Today we’re reading Deuteronomy 4, Isaiah 32, and Psalm 145.
This devotional is about Deuteronomy 4.
In this chapter Moses transitioned from surveying Israel’s recent history to expounding on God’s law. Verses 1-14 form the transitional paragraph. In verse 10, Moses called on the adults who were children at the time to “remember the day you stood before the Lord your God at Horeb.” He reminded those who were there how terrifying it was to see the glory of God revealed on that mountain (vv. 11-13) and how God graciously stopped speaking directly to the people and, instead, mediated his word through Moses (v. 14).
In verse 15 Moses used the fact that God did not have a physical form to remind Israel of the fact that the Ten Commandments forbade them from making “for yourselves an idol, an image of any shape...” (v. 16). The rest of that paragraph (vv. 15-31) spelled out what would happen if Israel turned to idolatry. Israel’s history showed the complete fulfillment of what Moses described here. Then, in verses 32-34, Moses called God’s people to contemplate world history. What God did for Israel, redeeming them as an intact nation from Egypt, was unprecedented. God did this, according to verse 35, to demonstrate the first commandment: “I am the Lord your God.... You shall have no other gods before me” (Ex 20:2-3). Everything God did for Israel was proof that he was the only true God; therefore, according to verse 39, Israel should “acknowledge and take to heart this day that the Lord is God in heaven above and on the earth below. There is no other. Keep his decrees and commands, which I am giving you today, so that it may go well with you and your children after you and that you may live long in the land the Lord your God gives you for all time.” With these words, Moses reframed the Ten Commandments, which he will repeat in tomorrow’s reading in Deuteronomy 5. Moses’s point is that God’s commands are not a burden to Israel; they are gifts from the only being in the universe who knows absolute truth. If Israel would only reverence the Lord for who he is and what he has done, then God’s people will see his commands as a blessing that leads to greater blessings.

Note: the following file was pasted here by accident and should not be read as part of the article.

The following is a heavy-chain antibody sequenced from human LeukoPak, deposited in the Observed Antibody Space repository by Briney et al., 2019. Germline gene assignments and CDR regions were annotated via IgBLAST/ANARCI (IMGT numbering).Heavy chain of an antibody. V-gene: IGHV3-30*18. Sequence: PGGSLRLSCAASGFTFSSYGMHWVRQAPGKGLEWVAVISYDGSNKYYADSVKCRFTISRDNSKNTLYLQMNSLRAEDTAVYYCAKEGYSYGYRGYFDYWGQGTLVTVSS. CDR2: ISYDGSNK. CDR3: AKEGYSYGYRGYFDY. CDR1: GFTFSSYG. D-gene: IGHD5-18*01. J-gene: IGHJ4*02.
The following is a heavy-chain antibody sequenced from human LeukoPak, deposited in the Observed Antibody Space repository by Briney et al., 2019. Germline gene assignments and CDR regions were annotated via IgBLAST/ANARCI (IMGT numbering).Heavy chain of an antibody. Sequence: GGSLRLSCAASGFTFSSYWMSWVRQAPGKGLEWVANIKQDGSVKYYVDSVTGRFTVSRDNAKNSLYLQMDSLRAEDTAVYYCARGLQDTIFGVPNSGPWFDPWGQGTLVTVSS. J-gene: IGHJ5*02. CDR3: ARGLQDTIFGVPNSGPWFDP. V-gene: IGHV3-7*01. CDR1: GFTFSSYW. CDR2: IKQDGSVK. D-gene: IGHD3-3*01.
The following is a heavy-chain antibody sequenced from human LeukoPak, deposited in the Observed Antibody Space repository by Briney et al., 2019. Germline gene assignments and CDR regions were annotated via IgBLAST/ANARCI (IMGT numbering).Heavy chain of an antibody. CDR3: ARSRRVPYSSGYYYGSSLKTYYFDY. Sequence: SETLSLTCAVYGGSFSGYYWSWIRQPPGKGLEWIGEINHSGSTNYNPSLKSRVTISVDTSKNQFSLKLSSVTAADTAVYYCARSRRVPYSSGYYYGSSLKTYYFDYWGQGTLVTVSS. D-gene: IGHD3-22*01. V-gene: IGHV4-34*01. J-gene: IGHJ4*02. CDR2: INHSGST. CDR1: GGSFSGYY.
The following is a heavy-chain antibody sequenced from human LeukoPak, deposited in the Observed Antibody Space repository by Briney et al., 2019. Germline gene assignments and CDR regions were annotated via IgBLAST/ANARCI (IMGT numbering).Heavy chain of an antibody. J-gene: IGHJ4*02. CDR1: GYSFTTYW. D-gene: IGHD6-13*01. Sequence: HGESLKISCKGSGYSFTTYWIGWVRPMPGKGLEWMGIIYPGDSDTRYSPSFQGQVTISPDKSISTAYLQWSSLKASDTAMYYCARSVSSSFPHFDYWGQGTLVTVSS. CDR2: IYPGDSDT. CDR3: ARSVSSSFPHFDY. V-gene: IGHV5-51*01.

You and I are not Jews. We live under a different covenant. God’s power was not demonstrated to us on a fire-filled mountain; it was demonstrated to us in the resurrection of Jesus. God’s commands to us have many similarities and many differences to Moses’s law and his commands to us come with the power of the Holy Spirit. Still, like Israel, we are called to believe God and follow him in faith and obedience to receive his blessings.
Does the Christian life seem like a burden to you or a gift? Are God’s commands a crushing load that you don’t want to carry or are they a path of liberation from bondage to sin and its consequences? As believers in Jesus, we are called to obey everything Christ commanded us (Matt 28:20). Since we believe in Jesus, we must also believe that obedience to his word will bring good, not harm, into our lives. So is there anywhere in your life where you are resisting the commands of God? Will you, by faith, submit yourself to the Lordship of Christ and follow him in obedience by faith?